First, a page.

Google has already staked their company on G+. Does Microsoft gain an edge by helping Facebook even if there is no direct payoff?
The enemy of my enemy is my friend.
See where this is going?

Re:Further Alignment (1)

characterZer0 (138196) | about 2 years ago | (#39774277)

Google has already staked their company on G+.

What are you talking about?

Re:Further Alignment (5, Interesting)

alphatel (1450715) | about 2 years ago | (#39774485)

Is this your first visit to /. ?
Page re-aligns Google [yahoo.com]
"When he took over as CEO, Page quickly made his top priority clear by moving Google's executive offices into the same building as the team working on Google Plus. Page also tied a portion of employee bonuses to the success of Google Plus and eliminated what he considered to be unnecessary distractions by closing more than 20 of the company's less popular services.
"Larry is driven by his paranoia about Facebook. Clearly, these are two companies at war with each other," said Ken Auletta, who got to know Page while writing his book about the company.

Re:Further Alignment (2, Insightful)

Anonymous Coward | about 2 years ago | (#39774575)

Making a product a priority and betting the companies future on a product are not the same thing. I very much doubt they will get significant revenue from G+ anytime soon.

Re:Further Alignment (1)

PCM2 (4486) | about 2 years ago | (#39776791)

Making a product a priority and betting the companies future on a product are not the same thing. I very much doubt they will get significant revenue from G+ anytime soon.

How could you tell how much revenue Google gets from it? Google's entire business is based on capturing eyeballs in order to offer greater value to advertisers. Do you honestly think G+ is not designed to do that? And yet, the revenue Google captures from these moves will be reported in the advertising portion of its business. You're not going to see any "Google+ revenue" figure on its 10-K.

Re:Further Alignment (2)

interkin3tic (1469267) | about 2 years ago | (#39777103)

"Re-aligning" and "staking your company on" are two different things.

McDonalds aligns it's advertising to the McRib sandwich every time it comes out. They do not stake themselves on the McRib though. They spend a lot on advertising that one sandwich each time, but if they don't sell any, McDonalds is not going to declare bankruptcy.

Google is putting a lot of effort into getting you to use google plus, and maybe all the top people over at google are trying to beat facebook at the social media game, they are aligning to that. The front page has google plus tie ins. This does not mean they're putting all their eggs in google plus's basket. If google plus never goes anywhere, we'll still be using google maps, gmail, and google search, and they'll still be getting a lot of money for adsense based on just our searches, e-mail, and map searches.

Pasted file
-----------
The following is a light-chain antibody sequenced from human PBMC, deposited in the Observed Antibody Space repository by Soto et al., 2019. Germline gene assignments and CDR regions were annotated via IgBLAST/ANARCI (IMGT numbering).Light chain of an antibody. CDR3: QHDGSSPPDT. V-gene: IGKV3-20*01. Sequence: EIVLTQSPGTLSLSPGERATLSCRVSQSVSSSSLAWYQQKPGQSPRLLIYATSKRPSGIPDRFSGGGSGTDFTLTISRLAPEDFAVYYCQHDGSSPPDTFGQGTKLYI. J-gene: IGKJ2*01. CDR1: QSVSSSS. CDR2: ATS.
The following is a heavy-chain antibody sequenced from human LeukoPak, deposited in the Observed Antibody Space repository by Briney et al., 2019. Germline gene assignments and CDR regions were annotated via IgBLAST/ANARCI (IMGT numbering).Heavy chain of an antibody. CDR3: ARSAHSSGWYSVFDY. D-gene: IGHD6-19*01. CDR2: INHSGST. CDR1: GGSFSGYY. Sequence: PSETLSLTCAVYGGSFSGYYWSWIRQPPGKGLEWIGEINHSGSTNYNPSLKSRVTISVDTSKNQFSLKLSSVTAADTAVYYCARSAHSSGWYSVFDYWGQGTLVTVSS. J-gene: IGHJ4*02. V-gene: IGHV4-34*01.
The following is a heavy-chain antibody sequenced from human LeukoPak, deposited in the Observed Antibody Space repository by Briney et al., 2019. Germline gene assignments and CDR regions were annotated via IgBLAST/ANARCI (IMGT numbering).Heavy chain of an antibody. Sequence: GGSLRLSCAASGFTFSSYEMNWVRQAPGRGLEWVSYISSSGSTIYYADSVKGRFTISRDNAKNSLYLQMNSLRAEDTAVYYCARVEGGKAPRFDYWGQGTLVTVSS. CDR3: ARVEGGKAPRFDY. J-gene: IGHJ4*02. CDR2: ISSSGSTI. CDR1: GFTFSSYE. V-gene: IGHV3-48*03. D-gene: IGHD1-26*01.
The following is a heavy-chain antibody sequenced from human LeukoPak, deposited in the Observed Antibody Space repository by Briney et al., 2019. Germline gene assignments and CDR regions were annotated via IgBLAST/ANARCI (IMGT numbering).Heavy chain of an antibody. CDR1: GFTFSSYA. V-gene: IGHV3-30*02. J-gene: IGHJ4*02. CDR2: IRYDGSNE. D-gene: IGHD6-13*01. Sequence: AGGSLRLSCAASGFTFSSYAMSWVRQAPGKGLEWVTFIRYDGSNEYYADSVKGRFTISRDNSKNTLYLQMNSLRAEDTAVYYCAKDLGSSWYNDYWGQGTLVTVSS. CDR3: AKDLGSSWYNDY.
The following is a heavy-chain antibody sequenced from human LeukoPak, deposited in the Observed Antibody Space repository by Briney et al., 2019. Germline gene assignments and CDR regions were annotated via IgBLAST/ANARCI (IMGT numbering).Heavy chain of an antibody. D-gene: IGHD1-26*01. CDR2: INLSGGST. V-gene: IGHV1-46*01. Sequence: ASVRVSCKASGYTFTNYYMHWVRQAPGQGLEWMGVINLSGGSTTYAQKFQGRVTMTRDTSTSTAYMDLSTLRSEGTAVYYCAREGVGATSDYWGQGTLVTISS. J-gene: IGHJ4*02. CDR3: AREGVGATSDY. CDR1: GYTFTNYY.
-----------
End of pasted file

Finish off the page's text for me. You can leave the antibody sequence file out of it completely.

Staking the company on google plus would probably look like "In order to use google search, gmail, or google maps, you MUST BE SIGNED INTO GOOGLE PLUS." Which would be a stupid move and I'd be surprised if anyone working at google would be dumb enough to suggest it.

Re:Further Alignment (1)

Anonymous Coward | about 2 years ago | (#39774339)

I could care less about either company. I'm just hoping between this and the recent Apple patent trolling, more people will realize just how broken our patent system is.

Re:Further Alignment (1)

tripleevenfall (1990004) | about 2 years ago | (#39774731)

This will have no impact whatever on the structure of the patent system. Perhaps one in one thousand of the general public could even explain what a patent is.

Re:Further Alignment (1)

93 Escort Wagon (326346) | about 2 years ago | (#39775011)

I could care less about either company.

ARGH! Fighting... grammar... nazi... tendencies...

Re:Further Alignment (2)

gnick (1211984) | about 2 years ago | (#39775839)

ARGH! Fighting... grammar... nazi... tendencies...

I think you meant to say, "I am fight grammar Nazi tendencies." But that's fine. For all intensive porpoises, their the same. Too different ways of getting your point acrossed. I could care less. =)

Re:Further Alignment (1)

Nyall (646782) | about 2 years ago | (#39774551)

No direct payoff? Microsoft put 240 million into facebook in 2007.

They are merely protecting an investment.

Re:Further Alignment (1)

tripleevenfall (1990004) | about 2 years ago | (#39774749)

Wait - Microsoft invested $240 million into facebook, and in return Microsoft... sold facebook $650 million worth of patents to 'protect an investment'?

Who is investing in who?

Re:Further Alignment (1)

zlives (2009072) | about 2 years ago | (#39775243)

the pre-ipo circle jerk continues

Re:Further Alignment (1)

rtb61 (674572) | about 2 years ago | (#39778853)

Exactly right. Facebook paid M$ nothing for 650 patents. M$ who already owns a chunk of Facebook, helped to create the illusion of wealth by accepting $? worth of Facebook junk shares prior to IPO. Seems like M$ is going to bail on it's investment of Facebook not long after the IPO, it's working to fatten the calf for the slaughter that follows.